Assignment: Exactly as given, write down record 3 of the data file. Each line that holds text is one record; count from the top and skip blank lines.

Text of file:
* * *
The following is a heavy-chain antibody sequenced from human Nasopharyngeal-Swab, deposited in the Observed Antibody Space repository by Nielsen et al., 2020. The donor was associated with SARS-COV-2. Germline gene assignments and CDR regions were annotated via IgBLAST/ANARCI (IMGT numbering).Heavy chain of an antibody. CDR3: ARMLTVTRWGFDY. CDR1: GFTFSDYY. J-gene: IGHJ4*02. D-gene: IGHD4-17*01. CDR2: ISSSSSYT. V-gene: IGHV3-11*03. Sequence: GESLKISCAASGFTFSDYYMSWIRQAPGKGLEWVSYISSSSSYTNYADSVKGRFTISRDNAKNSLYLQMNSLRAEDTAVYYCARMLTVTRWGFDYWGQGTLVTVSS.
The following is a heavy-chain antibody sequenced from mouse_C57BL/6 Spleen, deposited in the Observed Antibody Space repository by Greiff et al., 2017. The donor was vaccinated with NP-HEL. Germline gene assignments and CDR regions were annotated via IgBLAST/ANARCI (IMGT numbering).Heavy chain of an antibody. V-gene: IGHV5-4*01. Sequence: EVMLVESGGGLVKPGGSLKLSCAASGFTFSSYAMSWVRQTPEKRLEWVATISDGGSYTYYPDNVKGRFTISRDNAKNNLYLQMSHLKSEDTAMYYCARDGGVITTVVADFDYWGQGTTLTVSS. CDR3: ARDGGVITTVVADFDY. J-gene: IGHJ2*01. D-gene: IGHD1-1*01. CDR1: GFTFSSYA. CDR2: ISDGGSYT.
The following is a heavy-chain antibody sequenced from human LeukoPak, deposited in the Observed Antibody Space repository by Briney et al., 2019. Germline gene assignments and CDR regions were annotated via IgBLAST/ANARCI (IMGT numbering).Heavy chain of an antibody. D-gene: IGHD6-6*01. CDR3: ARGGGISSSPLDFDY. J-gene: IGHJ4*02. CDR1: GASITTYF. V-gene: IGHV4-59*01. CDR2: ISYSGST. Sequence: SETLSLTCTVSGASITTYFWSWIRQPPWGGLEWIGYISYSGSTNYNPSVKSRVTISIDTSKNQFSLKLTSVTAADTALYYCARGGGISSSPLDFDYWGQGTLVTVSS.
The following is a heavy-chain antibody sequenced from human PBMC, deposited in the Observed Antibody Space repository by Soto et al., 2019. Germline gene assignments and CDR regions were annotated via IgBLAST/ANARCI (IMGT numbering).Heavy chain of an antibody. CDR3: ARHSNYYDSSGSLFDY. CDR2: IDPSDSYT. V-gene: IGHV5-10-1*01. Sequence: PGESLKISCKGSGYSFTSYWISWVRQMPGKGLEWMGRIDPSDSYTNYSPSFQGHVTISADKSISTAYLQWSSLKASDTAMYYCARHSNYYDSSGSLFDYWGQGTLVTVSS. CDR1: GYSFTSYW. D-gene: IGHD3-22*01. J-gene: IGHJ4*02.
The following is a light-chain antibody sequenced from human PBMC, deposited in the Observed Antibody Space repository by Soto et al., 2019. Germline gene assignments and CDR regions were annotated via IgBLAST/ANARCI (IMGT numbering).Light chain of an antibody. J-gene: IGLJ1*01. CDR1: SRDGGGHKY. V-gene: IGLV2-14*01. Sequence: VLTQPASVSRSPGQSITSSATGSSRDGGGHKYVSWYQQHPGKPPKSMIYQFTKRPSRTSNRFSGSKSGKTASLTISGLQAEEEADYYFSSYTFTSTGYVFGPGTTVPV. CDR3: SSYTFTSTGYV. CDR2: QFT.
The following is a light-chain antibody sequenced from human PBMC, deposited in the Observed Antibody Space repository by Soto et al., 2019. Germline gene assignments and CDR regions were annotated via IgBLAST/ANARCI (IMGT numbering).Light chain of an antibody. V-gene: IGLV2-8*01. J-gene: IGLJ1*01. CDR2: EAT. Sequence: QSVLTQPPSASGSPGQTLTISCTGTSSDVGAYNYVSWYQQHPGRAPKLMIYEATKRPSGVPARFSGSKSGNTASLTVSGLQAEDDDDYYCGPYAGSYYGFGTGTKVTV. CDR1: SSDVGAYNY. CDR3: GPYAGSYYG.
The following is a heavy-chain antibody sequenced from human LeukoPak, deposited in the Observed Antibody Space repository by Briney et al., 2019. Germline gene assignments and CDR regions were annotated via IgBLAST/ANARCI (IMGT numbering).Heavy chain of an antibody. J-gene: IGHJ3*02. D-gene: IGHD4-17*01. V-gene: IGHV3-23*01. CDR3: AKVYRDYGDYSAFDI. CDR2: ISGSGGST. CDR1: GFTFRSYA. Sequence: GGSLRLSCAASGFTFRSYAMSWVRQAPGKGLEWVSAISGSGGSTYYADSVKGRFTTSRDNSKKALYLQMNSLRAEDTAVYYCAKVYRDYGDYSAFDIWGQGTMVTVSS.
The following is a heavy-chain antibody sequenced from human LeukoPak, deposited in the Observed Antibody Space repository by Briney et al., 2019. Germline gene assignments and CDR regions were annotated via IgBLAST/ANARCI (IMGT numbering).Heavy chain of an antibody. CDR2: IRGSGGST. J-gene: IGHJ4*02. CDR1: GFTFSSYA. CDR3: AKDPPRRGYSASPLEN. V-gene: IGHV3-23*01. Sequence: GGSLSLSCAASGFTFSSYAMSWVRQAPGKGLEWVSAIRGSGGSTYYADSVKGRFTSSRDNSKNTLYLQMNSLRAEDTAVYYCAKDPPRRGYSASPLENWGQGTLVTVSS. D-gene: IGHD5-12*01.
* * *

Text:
The following is a heavy-chain antibody sequenced from human LeukoPak, deposited in the Observed Antibody Space repository by Briney et al., 2019. Germline gene assignments and CDR regions were annotated via IgBLAST/ANARCI (IMGT numbering).Heavy chain of an antibody. D-gene: IGHD6-6*01. CDR3: ARGGGISSSPLDFDY. J-gene: IGHJ4*02. CDR1: GASITTYF. V-gene: IGHV4-59*01. CDR2: ISYSGST. Sequence: SETLSLTCTVSGASITTYFWSWIRQPPWGGLEWIGYISYSGSTNYNPSVKSRVTISIDTSKNQFSLKLTSVTAADTALYYCARGGGISSSPLDFDYWGQGTLVTVSS.